UN Secretary-General
United Nations
New York

27 February 2012

Your Excellency,

I am corresponding with you on behalf of the National Unity Government, known as the Sovereign Union of the Aboriginal Nations and Peoples in Australia (SUANPA).

For two hundred and twenty five years our country has been occupied by the British and ruled by all their successors in title.

From the original instructions to the invading Captain Arthur Phillip, the British advised in 1788 that upon their landing an invasion of the land mass, then referred to as New Holland and Terra Australis he was to apply the 'rules and disciplines of war' from the outset. The historical records clearly show that former Dutch and British explorers were well aware that this new-found land was indeed peopled.

Australian historical records and despatches from various governors to the British Admiralty, during the early years of occupation, tell of constant undeclared warfare. Clearly the 19th century documents and those of well into the 20th century, show that the various Australian colonies ignored the British Admiralty's instructions for Aboriginal Peoples' rights to occupy, possess and use their lands and resources as their customary usages had done so previously. Instead, the colonies developed policies and strategies to exterminate our race. If you require evidence of these facts we can produce them at your request.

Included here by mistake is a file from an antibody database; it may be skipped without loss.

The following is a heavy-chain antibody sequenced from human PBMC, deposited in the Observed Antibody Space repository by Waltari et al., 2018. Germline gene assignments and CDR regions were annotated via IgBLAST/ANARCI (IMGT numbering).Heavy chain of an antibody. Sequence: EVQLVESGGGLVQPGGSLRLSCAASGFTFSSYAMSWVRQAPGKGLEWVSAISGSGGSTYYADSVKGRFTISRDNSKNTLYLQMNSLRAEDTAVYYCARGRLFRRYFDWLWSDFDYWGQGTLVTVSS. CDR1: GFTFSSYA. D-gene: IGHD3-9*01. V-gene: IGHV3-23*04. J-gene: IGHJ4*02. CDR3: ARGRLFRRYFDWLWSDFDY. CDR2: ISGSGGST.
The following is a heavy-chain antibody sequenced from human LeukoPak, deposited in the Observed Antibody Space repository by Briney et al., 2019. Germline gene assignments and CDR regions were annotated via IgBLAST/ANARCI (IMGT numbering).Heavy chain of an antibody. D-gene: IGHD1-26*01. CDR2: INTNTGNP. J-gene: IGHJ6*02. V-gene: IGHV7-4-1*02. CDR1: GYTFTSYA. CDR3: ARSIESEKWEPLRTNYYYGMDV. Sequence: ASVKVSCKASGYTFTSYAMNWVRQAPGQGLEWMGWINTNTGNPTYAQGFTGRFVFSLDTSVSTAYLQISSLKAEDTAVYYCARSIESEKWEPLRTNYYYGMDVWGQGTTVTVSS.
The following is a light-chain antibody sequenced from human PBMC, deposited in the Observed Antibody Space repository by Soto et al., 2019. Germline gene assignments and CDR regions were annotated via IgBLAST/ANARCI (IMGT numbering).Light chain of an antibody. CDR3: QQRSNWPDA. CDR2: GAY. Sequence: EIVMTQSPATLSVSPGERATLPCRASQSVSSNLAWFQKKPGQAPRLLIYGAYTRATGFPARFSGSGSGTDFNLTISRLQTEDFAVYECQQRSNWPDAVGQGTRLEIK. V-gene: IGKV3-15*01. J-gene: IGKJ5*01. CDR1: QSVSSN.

It is said in law, that in order to prove genocide, it is obligatory for those making the allegations to prove that the State had planned or condoned any practices that lead to the genocide of a particular race or ethnic group in whole or in part, or by condoning private armies or vigilante groups. Should your office require this information, it can also be produced.

Within the last twelve months I have come upon legislation from the British parliament dated 1875 called the Pacific Islanders Protection Act 1875. This UK Parliamentary Act was an amendment to the 1872 Pacific Islanders Protection Act that was popularly referred to as the anti-blackbirding Act, or words to that effect.